Retail Pricing, Markup, and Margins

Tom’s Hardware is generally really solid. But they should stay focused on technology because this post is seriously absurd:

“More than two years after the introduction of the iPad, Samsung appears to be very confident in the tablet market and is shooting for margins that exceed Apple’s iPad levels.”

- Samsung Galaxy Note 10.1 Has Bigger Profit Margin Than iPad, Aug 27, 2012

MSRP stands for Manufacturers Suggested Retail Price. It is the price a manufacturer of a product sets for what a product should sell for in the retail channel, without a subsidy.

Any subsidy (such as a recurring subscription) is then generally applied after the fact. For example an iPhone at ATT has a MSRP of $599. But with a 2-year service agreement you pay $199. The other $400 is the subsidy that ATT attempts to recoup over your 2-year’s of paying through the nose every month.

A rule of thumb for figuring out an MSRP of consumer electronics is to take bill of materials (BOM) cost (what it cost to manufacture the product) and multiplying by something between 1.5 to 3.0. If there is a middleman involved (e.g. the product is first sold to a wholesaler who then resells it to the retailer; which is true of most consumer electronics) the multiplier tends to be higher.  If the product is sold direct to the consumer the multiplier tends to be lower.

Some luxury products have higher margins (and thus a higher multiplier).  Cut-rate products have a lower multiplier.

For example:

A 16GB WiFi iPad with a BOM of $316 has a MSRP of $499. That’s a 1.5x multiplier. Apple’s vertically oriented supply chain, where they own everything from hardware design to manufacturing to distribution to inventory management to retail sales to after sale support allows them to extract up to 32% gross margin from this ($160)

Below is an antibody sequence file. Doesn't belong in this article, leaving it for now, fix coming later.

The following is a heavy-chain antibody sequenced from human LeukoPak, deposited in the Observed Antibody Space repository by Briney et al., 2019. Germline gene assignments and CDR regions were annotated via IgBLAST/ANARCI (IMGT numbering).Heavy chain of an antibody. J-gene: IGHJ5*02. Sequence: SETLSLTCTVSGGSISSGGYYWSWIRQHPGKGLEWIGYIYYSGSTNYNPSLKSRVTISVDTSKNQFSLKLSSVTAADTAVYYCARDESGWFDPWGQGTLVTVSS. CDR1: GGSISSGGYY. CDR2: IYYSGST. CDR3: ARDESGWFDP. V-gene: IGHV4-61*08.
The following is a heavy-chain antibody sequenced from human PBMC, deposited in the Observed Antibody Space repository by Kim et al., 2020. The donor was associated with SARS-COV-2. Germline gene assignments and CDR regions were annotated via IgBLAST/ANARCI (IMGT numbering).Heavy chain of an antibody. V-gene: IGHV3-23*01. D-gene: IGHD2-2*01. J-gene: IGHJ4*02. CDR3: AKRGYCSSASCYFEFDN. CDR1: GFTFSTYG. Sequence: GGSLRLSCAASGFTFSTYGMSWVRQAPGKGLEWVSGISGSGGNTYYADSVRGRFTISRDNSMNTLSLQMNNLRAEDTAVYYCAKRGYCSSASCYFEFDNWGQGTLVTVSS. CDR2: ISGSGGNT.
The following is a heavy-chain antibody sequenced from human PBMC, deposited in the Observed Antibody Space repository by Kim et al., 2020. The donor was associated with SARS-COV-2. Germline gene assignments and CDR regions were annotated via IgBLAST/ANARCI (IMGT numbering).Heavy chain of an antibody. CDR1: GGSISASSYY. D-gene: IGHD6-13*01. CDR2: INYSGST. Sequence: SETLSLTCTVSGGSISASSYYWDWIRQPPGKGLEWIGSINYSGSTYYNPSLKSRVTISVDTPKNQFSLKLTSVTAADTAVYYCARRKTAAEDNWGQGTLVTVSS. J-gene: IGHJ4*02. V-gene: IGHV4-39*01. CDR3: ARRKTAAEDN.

A Samsung tablet with roughly equivalent specs to the iPad will fare differently.

The Samsung Galaxy Note 10.1 has a BOM of $260. The delta between Samsung’s BOM and Apples BOM comes from two sources: Apple using generally higher-quality materials and Samsung’s massive scale as an semiconductor manufacturer. The MSRP of a Note 10.1 is $499.

Tom’s article suggests that the delta between $260 and $499 means Samsung’s margins will be higher. But this completely and naively ignores the fact that Samsung has to pay someone else to sell the product.

Samsung does not control their retail channel. The Galaxy Note 10.1 is predominantly sold through other retailers who, as a rule of thumb, generally extract a 30-40% markup. 

This is where Tom’s article falls down so badly. It ignores the cost of wholesale markup which Samsung cannot control because it does not own the retail channel.  Apple on the other hand does own the retail channel and thus has a wholesale markup of 0%.

Oh, and don’t suggest “But Samsung has an online store!” True, the tiny percentage of tablets Samsung sells directly to consumer command a higher margin (0% wholesale markup). But it is a tiny percentage.  For Apple the opposite is true: Other retailers sell only a tiny percentage of Apple’s products compared to those sold in Apple’s retail and online stores. And, due to the popularity of Apple’s products I am confident that those retailers beg Apple to be able to assort iPads (and thus get a far less than 30-40% wholesale markup).

© Charlie Kindel. All Rights Reserved.